Response to criticism

For the 2013 Cycling in Dublin newspaper, we surveyed Dublin’s TDs and councillors to get an overview of politicians’ opinions on cycling; here we publish extra details with analysis by Cian Ginty and Colm Moore. Results should be read in the context set out across the following pages:

  • Response to criticism 

    One councillor responded to an open-ended answer, within the “Image question on shared use space“, as follows:

    Hi Cian. I think the questions here are pretty loaded. You are trying to get people to say that this design is unacceptable. But there will always be compromises in design. We’ve seen that the number of cyclists along this route has risen dramatically in the 15 months that it has been open. So cyclists are voting with their wheels.

    My response is as follows:

    Example image usedSUR shared use

    The “shared use” picture question where is based on common issues around shared use in Dublin and elsewhere, most notably in the UK where this design practice is most used — Irish councils followed the UK.

    My question and answer choices are based are common questions which arise from this type of design. So, if the question or answer choices are even slightly “loaded” I can only share the blame with the UK designers of our type of shared us, Irish councils for copying the design, and many uses of shared use across Ireland and the UK — including people who are blind or old and their representatives — who have cautioned against its use time and time again.

    Cyclists use the Grand Canal route in great numbers because overall the route is a distinct improvement in the level of service provided before it was in place — that does not mean that the route has no flaws and it does not mean sections could not have been designed better. And, at least some users, I’m sure would agree. One of your fellow councillors (although not on the city council) comments in the survey saying: “The canal path green way is mixed use with no markings and I use it frequently as a pedestrian and as a cyclist and it’s not satisfactory for either.”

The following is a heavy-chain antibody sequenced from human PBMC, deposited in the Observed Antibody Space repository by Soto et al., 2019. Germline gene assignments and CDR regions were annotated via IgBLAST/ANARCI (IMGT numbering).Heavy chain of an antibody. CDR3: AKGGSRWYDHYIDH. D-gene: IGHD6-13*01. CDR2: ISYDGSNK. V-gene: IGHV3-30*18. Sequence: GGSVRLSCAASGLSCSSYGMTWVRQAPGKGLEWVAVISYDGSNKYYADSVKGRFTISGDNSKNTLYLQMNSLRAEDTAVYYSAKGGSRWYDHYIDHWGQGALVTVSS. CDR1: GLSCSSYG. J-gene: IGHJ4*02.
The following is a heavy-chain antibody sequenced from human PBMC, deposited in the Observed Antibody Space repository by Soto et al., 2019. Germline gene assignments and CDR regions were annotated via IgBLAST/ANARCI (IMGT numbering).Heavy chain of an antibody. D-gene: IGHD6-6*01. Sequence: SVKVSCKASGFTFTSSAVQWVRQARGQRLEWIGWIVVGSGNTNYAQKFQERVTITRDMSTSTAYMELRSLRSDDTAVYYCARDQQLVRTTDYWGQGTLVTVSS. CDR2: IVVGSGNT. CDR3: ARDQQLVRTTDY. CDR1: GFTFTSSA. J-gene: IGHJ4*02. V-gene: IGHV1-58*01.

I can partly understand the shared use at the N11 junction (or former N11 — the R138 to give its correct name since downgrading) given the likely high cost of CPOing part or all of the house which leaves little room. At Grand Canal Street which is pictured above, however, there’s loads of room for other designs.

    Too many compromises is exactly why the Danish try to avoid using two-way cycle paths in urban area. The Dutch use such designs but the Dutch are willing to spend the money and give cyclists the needed space, time and priority at junctions to get it right.

    One solution could be a using a Danish-like design, as shown in the following images – please excuse the roughness!

    Very rough outline of lane locations:

    VERY ROUGH GC St Street View and overlay

    And here is a diagram (not to scale) overlayed onto Google Maps, click for larger view:

    suggested layout diagram overlaid on satellite view (2)

    The cyclist turning pockets could end up looking like these Dainish examples:

    7623474988_3b31afa678 7623500082_9d4b7b843e_n

    Danish or Dutch engineers may be able to give you better mockup ideas — but they will tell you it is possible without shared use.

    – Cian Ginty

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